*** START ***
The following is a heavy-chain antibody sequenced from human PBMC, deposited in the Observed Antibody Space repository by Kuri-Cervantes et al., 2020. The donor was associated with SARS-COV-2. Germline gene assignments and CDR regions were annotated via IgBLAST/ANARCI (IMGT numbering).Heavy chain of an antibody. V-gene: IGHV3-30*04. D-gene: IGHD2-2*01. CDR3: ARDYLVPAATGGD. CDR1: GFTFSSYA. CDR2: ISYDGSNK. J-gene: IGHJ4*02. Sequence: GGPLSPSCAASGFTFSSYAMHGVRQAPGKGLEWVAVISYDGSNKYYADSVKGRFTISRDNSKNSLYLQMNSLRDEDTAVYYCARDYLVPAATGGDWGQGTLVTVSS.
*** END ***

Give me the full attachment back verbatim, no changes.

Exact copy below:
The following is a heavy-chain antibody sequenced from human PBMC, deposited in the Observed Antibody Space repository by Kuri-Cervantes et al., 2020. The donor was associated with SARS-COV-2. Germline gene assignments and CDR regions were annotated via IgBLAST/ANARCI (IMGT numbering).Heavy chain of an antibody. V-gene: IGHV3-30*04. D-gene: IGHD2-2*01. CDR3: ARDYLVPAATGGD. CDR1: GFTFSSYA. CDR2: ISYDGSNK. J-gene: IGHJ4*02. Sequence: GGPLSPSCAASGFTFSSYAMHGVRQAPGKGLEWVAVISYDGSNKYYADSVKGRFTISRDNSKNSLYLQMNSLRDEDTAVYYCARDYLVPAATGGDWGQGTLVTVSS.